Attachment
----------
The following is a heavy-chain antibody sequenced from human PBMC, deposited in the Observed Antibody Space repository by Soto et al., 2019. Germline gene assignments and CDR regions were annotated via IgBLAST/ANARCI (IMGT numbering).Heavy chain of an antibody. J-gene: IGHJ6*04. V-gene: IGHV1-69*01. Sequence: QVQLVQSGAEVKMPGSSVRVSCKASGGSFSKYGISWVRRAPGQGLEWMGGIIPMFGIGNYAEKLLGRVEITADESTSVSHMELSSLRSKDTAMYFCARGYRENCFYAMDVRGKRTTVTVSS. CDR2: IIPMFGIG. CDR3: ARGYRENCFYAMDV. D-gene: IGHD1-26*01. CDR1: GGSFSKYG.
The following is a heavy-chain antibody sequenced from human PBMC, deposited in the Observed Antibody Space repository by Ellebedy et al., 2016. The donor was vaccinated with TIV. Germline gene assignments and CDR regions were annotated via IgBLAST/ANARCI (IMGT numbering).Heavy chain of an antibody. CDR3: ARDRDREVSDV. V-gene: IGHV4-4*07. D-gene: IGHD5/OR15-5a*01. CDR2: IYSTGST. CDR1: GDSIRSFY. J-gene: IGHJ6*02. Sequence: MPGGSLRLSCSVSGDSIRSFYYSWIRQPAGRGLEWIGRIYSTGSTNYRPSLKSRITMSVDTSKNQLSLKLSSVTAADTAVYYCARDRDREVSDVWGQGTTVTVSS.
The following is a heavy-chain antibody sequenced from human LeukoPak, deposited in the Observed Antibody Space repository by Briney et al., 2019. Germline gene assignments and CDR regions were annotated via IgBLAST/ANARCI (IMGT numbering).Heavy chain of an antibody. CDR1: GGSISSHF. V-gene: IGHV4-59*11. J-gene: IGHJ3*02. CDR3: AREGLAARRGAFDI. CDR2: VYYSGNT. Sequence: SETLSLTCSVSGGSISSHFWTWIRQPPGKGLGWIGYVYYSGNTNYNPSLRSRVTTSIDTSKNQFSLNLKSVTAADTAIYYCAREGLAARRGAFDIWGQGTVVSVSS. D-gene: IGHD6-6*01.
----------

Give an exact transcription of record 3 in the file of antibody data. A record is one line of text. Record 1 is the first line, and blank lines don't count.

The following is a heavy-chain antibody sequenced from human LeukoPak, deposited in the Observed Antibody Space repository by Briney et al., 2019. Germline gene assignments and CDR regions were annotated via IgBLAST/ANARCI (IMGT numbering).Heavy chain of an antibody. CDR1: GGSISSHF. V-gene: IGHV4-59*11. J-gene: IGHJ3*02. CDR3: AREGLAARRGAFDI. CDR2: VYYSGNT. Sequence: SETLSLTCSVSGGSISSHFWTWIRQPPGKGLGWIGYVYYSGNTNYNPSLRSRVTTSIDTSKNQFSLNLKSVTAADTAIYYCAREGLAARRGAFDIWGQGTVVSVSS. D-gene: IGHD6-6*01.